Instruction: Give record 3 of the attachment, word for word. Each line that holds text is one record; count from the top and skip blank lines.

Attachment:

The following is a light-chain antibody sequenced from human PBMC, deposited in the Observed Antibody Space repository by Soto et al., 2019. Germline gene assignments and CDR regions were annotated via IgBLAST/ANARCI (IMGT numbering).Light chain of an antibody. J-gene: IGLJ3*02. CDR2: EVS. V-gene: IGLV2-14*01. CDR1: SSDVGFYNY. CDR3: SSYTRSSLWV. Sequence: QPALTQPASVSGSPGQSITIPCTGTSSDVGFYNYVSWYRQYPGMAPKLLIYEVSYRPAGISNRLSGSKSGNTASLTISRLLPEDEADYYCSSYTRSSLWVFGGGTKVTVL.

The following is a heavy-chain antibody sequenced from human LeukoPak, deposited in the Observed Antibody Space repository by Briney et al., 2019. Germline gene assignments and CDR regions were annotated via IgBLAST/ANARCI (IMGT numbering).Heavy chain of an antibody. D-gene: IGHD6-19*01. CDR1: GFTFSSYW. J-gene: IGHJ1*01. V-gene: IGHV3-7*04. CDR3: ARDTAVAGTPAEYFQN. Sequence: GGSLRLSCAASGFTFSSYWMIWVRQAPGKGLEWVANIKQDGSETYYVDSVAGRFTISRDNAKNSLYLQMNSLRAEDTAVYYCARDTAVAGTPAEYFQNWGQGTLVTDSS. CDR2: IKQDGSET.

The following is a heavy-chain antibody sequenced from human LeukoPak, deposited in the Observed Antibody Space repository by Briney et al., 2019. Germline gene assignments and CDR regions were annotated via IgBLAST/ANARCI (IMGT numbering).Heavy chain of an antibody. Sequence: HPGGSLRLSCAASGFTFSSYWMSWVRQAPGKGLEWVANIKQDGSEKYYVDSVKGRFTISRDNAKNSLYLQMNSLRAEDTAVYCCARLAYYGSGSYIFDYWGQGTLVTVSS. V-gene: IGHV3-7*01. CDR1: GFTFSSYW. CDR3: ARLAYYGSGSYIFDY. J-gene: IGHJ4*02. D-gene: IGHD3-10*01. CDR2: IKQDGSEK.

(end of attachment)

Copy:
The following is a heavy-chain antibody sequenced from human LeukoPak, deposited in the Observed Antibody Space repository by Briney et al., 2019. Germline gene assignments and CDR regions were annotated via IgBLAST/ANARCI (IMGT numbering).Heavy chain of an antibody. Sequence: HPGGSLRLSCAASGFTFSSYWMSWVRQAPGKGLEWVANIKQDGSEKYYVDSVKGRFTISRDNAKNSLYLQMNSLRAEDTAVYCCARLAYYGSGSYIFDYWGQGTLVTVSS. V-gene: IGHV3-7*01. CDR1: GFTFSSYW. CDR3: ARLAYYGSGSYIFDY. J-gene: IGHJ4*02. D-gene: IGHD3-10*01. CDR2: IKQDGSEK.